("Tacoma High School Boy as Pioneers of Industry," June 21, 1914, The Daily Ledger, Tacoma, Washington.)
The new business required a shop big enough to accommodate them. In 1913 Floyd bought a waterfront lot on Wollochet Bay between the unincorporated towns of Artondale and Wollochet, just west of Tacoma, across the Tacoma Narrows of Puget Sound. A shop was put up on the property, likely with the assistance of Clinton and Dwight, and the brothers were open for business in a serious way by June 1914. Floyd said in a 1914 newspaper interview that "although we have been building canoes and experimenting with designs and various methods of constructing our boats during the past eight years, still as a commercial enterprise our business is in its bare infancy and we are just now placing our first canoes on the market and holding ourselves out as manufacturers of canoes." (The Daily Ledger, June 21, 1914).
Even with a new shop, business was slow in the early years. It is difficult to understand how the two brothers could have made enough money to survive just by building canoes. Their output was slight, perhaps because, as it appears, they did actively advertised the business and because they were perfecting their canoes. They made two canoes in 1914, six in 1915, four in 1916, and two in 1917. They used some of these canoes themselves for awhile and then later sold them to various clients. Several of these clients were repeat customers and likely owned or operated resorts or boat liveries in the area. In the following years many of their boats were sold to these and other resorts and rental services which required large fleets. Many local paddlers first became acquainted with Willits Brothers canoes through these rental operations. In their 1935 catalog the brothers indicated that orders for their canoes could be placed "direct with us or through your nearest boat house or summer resort and we will give your order the same careful attention in either case."
In 1917 the business started to build. Floyd and Earl sold at least seven canoes, although only two of these had been built that year. It may be they sold some of their stock on hand because they had anticipated the effect on their business of the growing pressure for the United States to enter World War I. Whether or not that was the case, the brothers were forced to close temporarily after being drafted into the U.S. Army. Their build records reflect this; they show no canoes being built in 1918.
Earl entered the service in August 1917 at Fort Lawton, Washington. He was quickly promoted to corporal and finally to sergeant 1st class. He served with the 137th Aero Squadron, a service squadron, in which he saw overseas duty for a year during and after the war and was finally discharged in April, 1919. Floyd, meanwhile, entered the service in September 1917 and was stationed at Camp Lewis, Washington, just south of his home in Tacoma. He, too, was promoted quickly to corporal, then sergeant while with the 136th Infantry Regiment. In August 1918 he accepted a 2nd lieutenant commission and served with the 166th Depot Brigade at Camp Lewis until his discharge in December 1918. Since he was stationed so close to home, Floyd could have worked on canoes while on leave, but he did not do so. A few of the canoes that the brothers had used for themselves were sold during this period, though, so it's likely that he at least kept an active interest in maintaining the bare bones of the business.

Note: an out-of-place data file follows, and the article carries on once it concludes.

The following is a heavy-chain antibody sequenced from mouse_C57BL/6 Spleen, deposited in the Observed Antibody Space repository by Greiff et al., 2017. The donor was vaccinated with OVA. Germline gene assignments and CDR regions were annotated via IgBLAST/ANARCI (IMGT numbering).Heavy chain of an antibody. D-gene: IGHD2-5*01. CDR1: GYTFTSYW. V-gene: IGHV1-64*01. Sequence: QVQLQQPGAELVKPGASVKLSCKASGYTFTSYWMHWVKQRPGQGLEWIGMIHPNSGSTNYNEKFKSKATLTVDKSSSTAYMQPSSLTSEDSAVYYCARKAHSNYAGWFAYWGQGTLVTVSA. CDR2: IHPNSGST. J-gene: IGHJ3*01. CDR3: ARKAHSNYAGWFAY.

After the war and the return of the brothers, the business grew steadily, and in 1920 they were putting out nearly one canoe every week. Demand was growing from the resorts and liveries, and Earl and Floyd worked hard to meet it. Finally, by 1921 the demand had outstripped their ability to meet it at the Wollochet Bay location, and Earl purchased property on Day Island, on the eastern shore of Puget Sound just outside Tacoma. A two-story shop and a modest house were quickly constructed with assistance from their father. The 1921 edition of the Tacoma city directory is the first in which the brothers are listed together as canoe builders, "Willits Bros. (Earl C. and Floyd C. Willits) Manufacturers of Canoes, Day Island. Telephone Proctor 2708- R-5." They also had a listing in the boat builders' pages of the classified ads. With a large shop and a telephone, it is clear they were seriously open for business.
They were confident of their skills, even in the early days. In response to an inquiry about a special-ordered sailing canoe in 1921, Earl wrote, "This would be a canoe absolutely first class in every respect, a very practical and serviceable canoe, one that you can well be proud to own, that you can take great pleasure in and that will be an eye opener to the canoeing fraternity of Seattle." So confident were they in their product, that they featured this guarantee prominently in all their catalogs:
You take no risk in ordering from us. If you are not satisfied with your purchase after trying out your canoe or any of the equipment, it can be returned to us and your money will be gladly refunded.